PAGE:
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Citizen Science: Lichen and air quality

Lichen is mysterious, even to those who specialize in studying it. Often mistaken for a plant, it is an association between a fungus and an alga or cyanobacterium— although in 2016, scientists discovered that yeast is often part of the equation, too. “That was a shock to the lichen community,” says Carolyn Zanchetta, the Hamilton Naturalists’ Club’s resident expert on this strange, complex, and hard-to-identify life form. “I’ve collected a lot of bird poop accidentally,” says Zanchetta, “thinking it was lichen!”

I’m standing in an old cemetery in Hamilton with Zanchetta and a group of naturalists, learning about lichen. We’re participating in a citizen science project, Lichen in the City, initiated by the Hamilton Naturalists’ Club and Environment Hamilton to monitor lichen as an indicator of local air quality. You could call it “slow environmentalism” because there’s nothing instant about this study. And nothing instant about lichen.

The distinctive red fruiting bodies of the lichen British soldiers provide the inspiration for this species’ common name. IMAGE/ Diana Gora

We start with a biology lesson. Lichens grow extremely slowly—some species at just 1 mm a year. Tough and hardy, they can survive without water for a year (“they put life on pause,” says Zanchetta) and then start to photosynthesize when hydrated again. They’re one of the longest-living organisms known on earth, with a species in the Arctic clocking in at 8,600 years. Most lichens reproduce in the simplest of ways, just by breaking off—by wind, water, animal touch—and “re-rooting” elsewhere, though this term is misleading because lichen doesn’t have roots. Lichen can be found pretty much everywhere, from the Antarctic to the Arctic. Some species grow on rocks, some on bone. There’s a misconception that lichen kills trees—it doesn’t, though it can work its way into rock crevasses and cause deterioration. Some lichens look like small, branching shrubs, some like coral, some like hair, some like pins, some even look like Shrek’s ears or witches’ brooms. The variety of shapes and colours is incredible.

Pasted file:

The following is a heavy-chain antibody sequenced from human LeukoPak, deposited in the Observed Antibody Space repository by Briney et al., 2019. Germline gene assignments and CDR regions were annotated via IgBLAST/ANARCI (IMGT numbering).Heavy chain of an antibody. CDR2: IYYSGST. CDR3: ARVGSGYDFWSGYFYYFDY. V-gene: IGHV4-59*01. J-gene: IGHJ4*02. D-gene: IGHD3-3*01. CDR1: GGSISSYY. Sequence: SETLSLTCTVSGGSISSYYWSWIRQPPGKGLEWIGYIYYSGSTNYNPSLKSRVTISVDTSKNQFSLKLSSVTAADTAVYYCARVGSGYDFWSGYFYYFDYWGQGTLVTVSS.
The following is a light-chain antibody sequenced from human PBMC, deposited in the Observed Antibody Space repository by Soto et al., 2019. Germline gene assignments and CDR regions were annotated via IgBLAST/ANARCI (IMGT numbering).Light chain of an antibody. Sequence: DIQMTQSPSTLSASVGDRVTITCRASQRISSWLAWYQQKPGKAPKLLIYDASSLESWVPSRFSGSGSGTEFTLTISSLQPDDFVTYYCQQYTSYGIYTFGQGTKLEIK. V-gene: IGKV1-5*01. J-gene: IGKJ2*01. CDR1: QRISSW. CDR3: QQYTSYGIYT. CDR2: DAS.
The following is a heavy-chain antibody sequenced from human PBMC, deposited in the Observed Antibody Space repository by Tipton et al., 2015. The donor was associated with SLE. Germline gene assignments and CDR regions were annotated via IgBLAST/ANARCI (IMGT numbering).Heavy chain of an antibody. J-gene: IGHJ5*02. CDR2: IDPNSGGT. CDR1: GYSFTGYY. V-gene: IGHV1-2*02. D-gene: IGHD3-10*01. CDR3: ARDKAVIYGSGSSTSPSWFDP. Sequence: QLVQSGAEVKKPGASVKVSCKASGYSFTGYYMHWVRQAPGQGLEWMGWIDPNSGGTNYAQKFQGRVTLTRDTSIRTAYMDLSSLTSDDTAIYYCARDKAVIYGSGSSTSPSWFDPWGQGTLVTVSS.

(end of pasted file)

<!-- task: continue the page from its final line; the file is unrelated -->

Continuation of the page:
Citizen scientists are engaged in a lichen monitoring project in order to evaluate air quality. IMAGE/ Lorraine Johnson

But the biological feature of lichen that has brought us all together on this early spring day in an old Hamilton cemetery is that lichen does not thrive in the presence of air pollution—in particular, sulphur dioxide and nitrous oxides. This makes lichen a useful biomonitor to infer ambient air quality. As McMaster professor George Sorger found, areas with a high lichen presence have better air quality than those areas with low lichen presence.

The project Lichen in the City has hosted a number of workshops in six Hamilton neighbourhoods to introduce community members to lichen identification. These citizen scientists then engage in lichen monitoring to gather a baseline of data that can be replicated in the future to assess changes in air quality over time.

In 2018, the project surveyed trees in these six Hamilton neighbourhoods, ranking lichen presence and feeding the data into a map. Along with this low-tech method, volunteers also collected data using hand-held air-quality monitors that measure respirable particulate matter in the air. (Hamilton has the highest levels of respirable particulate matter of any urban centre in Ontario—a health hazard that contributes to cardiovascular and respiratory illnesses.)

This project is not just about monitoring air quality, though. It is also about galvanizing the public and the City to plant more trees in areas with high air pollution levels. Trees trap fine particulate pollution on the surface of leaves and needles, “effectively reducing human exposure by as much as 50 percent,” according to Environment Hamilton. “By drawing attention to the lichen and low air quality readings from technological monitors, we can encourage more focused tree planting in the neighbourhoods and bring this data to city decision makers.”

Patterns of rainfall can affect patterns of lichen growth on stone. IMAGE/ Lorraine Johnson

As Zanchetta puts it, “If we keep monitoring every year or so, it’s a good way to evaluate what’s going on.” And so our group huddles over tombstones, peering intently at the lichens fanning down from the rain’s drip lines created by carved letters, noting species and abundance, and possibly misidentifying some bird poop as a rare lichen find. Participating in this citizen science project, I’m feeling a bit “girl detective” (with a hand lens clutched tight to my face), a bit like a nerdy naturalist (such a strange spring outing!), and a lot like I’m immersed in Southern Ontario gothic—looking at lichen on a tombstone labelled simply “Baby 1876.”

TEXT BY LORRAINE JOHNSON, THE EDITOR OF GROUND AND THE AUTHOR OF BOOKS ON ENVIRONMENTAL ISSUES.

A species of Peltigera, or dog lichen. IMAGE/ Carolyn Zanchetta
Gravestones often host a diversity of lichen species. IMAGE/ Lorraine Johnson
Carolyn Zanchetta, of Hamilton’s Lichen in the City project, with a hand-held air-quality monitor. IMAGE/ Lorraine Johnson